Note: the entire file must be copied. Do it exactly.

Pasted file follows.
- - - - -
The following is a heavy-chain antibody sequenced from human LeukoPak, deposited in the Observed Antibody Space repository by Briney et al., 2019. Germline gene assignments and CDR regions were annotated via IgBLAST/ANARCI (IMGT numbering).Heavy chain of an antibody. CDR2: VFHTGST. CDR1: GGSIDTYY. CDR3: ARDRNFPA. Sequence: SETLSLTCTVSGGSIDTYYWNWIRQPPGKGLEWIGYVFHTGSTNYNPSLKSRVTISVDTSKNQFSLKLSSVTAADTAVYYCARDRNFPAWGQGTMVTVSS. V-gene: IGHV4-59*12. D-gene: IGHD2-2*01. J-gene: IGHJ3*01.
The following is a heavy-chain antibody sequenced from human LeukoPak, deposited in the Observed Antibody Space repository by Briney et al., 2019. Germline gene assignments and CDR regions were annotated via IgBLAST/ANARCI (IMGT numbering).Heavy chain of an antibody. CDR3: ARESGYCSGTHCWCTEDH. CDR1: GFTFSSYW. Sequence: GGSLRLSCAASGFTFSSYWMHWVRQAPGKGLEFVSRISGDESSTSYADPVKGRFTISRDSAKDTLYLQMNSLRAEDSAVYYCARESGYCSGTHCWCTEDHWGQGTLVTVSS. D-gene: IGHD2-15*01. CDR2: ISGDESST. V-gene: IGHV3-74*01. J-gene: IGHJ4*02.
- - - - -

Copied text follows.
The following is a heavy-chain antibody sequenced from human LeukoPak, deposited in the Observed Antibody Space repository by Briney et al., 2019. Germline gene assignments and CDR regions were annotated via IgBLAST/ANARCI (IMGT numbering).Heavy chain of an antibody. CDR2: VFHTGST. CDR1: GGSIDTYY. CDR3: ARDRNFPA. Sequence: SETLSLTCTVSGGSIDTYYWNWIRQPPGKGLEWIGYVFHTGSTNYNPSLKSRVTISVDTSKNQFSLKLSSVTAADTAVYYCARDRNFPAWGQGTMVTVSS. V-gene: IGHV4-59*12. D-gene: IGHD2-2*01. J-gene: IGHJ3*01.
The following is a heavy-chain antibody sequenced from human LeukoPak, deposited in the Observed Antibody Space repository by Briney et al., 2019. Germline gene assignments and CDR regions were annotated via IgBLAST/ANARCI (IMGT numbering).Heavy chain of an antibody. CDR3: ARESGYCSGTHCWCTEDH. CDR1: GFTFSSYW. Sequence: GGSLRLSCAASGFTFSSYWMHWVRQAPGKGLEFVSRISGDESSTSYADPVKGRFTISRDSAKDTLYLQMNSLRAEDSAVYYCARESGYCSGTHCWCTEDHWGQGTLVTVSS. D-gene: IGHD2-15*01. CDR2: ISGDESST. V-gene: IGHV3-74*01. J-gene: IGHJ4*02.